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Home Publications Blogs Beat the Press The Fed Tries to Confuse the Record in Battle with Bloomberg

The Fed Tries to Confuse the Record in Battle with Bloomberg

Wednesday, 07 December 2011 05:47

Bloomberg has done some outstanding reporting over the last few years on the Federal Reserve Board's bailout of the financial sector. Much more money went through the Fed's special lending facilities than went through the TARP program that was approved by Congress.

Bloomberg's reporters have taken the lead both in pressing the Fed to release data on its bailout programs and also in publicizing the numbers when they were released. They even sued the Fed (successfully) to force it to release data on the beneficiaries of lending through the discount window. The Fed has resisted the release of information about its programs, claiming that it would make it more difficult for it carry through bailout programs and monetary policy.

Yesterday Fed chairman Ben Bernanke attacked Bloomberg claiming that its reporting was misleading. It looks like the Fed missed the mark on just about every issue.

Perhaps the most important issue is the Fed's claim that it did not lend at a below-market rate to banks, thereby effectively giving them a subsidy. In fact, it is almost definitional that the rate did provide a subsidy.

No one forced the banks to borrow from the Fed. If they had better options, they would have borrowed elsewhere. Instead the Fed made large amounts of money available to banks at a time when liquidity carried an enormous premium. This meant that the banks could relend the government's money to others and earn a substantial profit.

This lending may have been justified to stem the financial crisis, but in principle the government could have imposed conditions (e.g. real caps on executive pay, downsizing the too-big-to-fail banks, modifying mortgages) on the banks as the price of getting access to credit at below-market rates. Bernanke and Congress did not seek to impose such conditions.

Given Bernanke's strenuous opposition to the release of data on the bailout programs it would be interesting to know if he now feels that it is more difficult for the Fed to conduct monetary policy.

Comments (8)Add Comment
Banks Submitted to Pressure of Loan Coercion or Be Nationalized, Low-rated comment [Show]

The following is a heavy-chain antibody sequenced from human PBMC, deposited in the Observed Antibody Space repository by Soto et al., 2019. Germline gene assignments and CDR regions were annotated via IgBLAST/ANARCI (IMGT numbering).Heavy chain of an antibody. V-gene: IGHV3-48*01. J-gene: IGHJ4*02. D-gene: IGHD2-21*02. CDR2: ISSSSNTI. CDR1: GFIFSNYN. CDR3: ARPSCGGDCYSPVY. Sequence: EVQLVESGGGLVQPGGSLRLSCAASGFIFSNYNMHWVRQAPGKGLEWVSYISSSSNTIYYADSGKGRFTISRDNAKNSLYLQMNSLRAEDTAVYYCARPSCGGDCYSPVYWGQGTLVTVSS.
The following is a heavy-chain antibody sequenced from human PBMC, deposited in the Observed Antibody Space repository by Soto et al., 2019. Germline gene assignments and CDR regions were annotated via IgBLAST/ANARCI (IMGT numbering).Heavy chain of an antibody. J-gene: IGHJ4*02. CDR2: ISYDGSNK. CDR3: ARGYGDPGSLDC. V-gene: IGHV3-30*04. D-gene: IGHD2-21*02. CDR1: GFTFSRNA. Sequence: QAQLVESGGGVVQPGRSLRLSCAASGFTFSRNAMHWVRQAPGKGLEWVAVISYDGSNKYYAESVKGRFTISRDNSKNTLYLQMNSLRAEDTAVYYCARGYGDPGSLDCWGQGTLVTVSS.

The Bailout
written by bakho, December 07, 2011 7:12
The Bailout had perverse incentives because it rewarded bad behavior on the part of the financial institutions. Those were the terms that Paulson, the Secretary of Treasury, gave to the Banks after Congress modified his original proposal which was even a worse deal for taxpayers.

That said, there ARE errors in the Bloomberg report. James Hamilton actually talked to Bloomberg Reporters and gets at some of the source of their error:

"Add up guarantees and lending limits, and the Fed had committed $7.77 trillion as of March 2009 to rescuing the financial system.

I contacted the reporters who prepared the Bloomberg story to try to learn some more details. They communicated to me that those who claim that the Fed provided $7.77 trillion in secret loans to banks have misinterpreted their article. Specifically, they clarified that the $7.77 trillion number was not intended to represent loans the Fed actually made, but instead refers to loans it potentially might have made, that the number refers not to loans to banks but to the broader financial sector, and that Bloomberg's use of the term "secret" in describing these loans refers not to the total amount but instead to the specific identities of the recipients."

Hamilton points out the fallacy in Bloomberg accounting:
"Let me begin with some accounting basics. Suppose that at the start of January I make a 3-month loan of $100 to person A and a 1-month loan of $100 to person B. At the start of February, person B rolls it over into a new 1-month loan, and does so again at the beginning of March. On the first day of April, person A and person B both repay me the original $100. So, students, here's your question: how much did I lend to person A, and how much did I lend to person B?"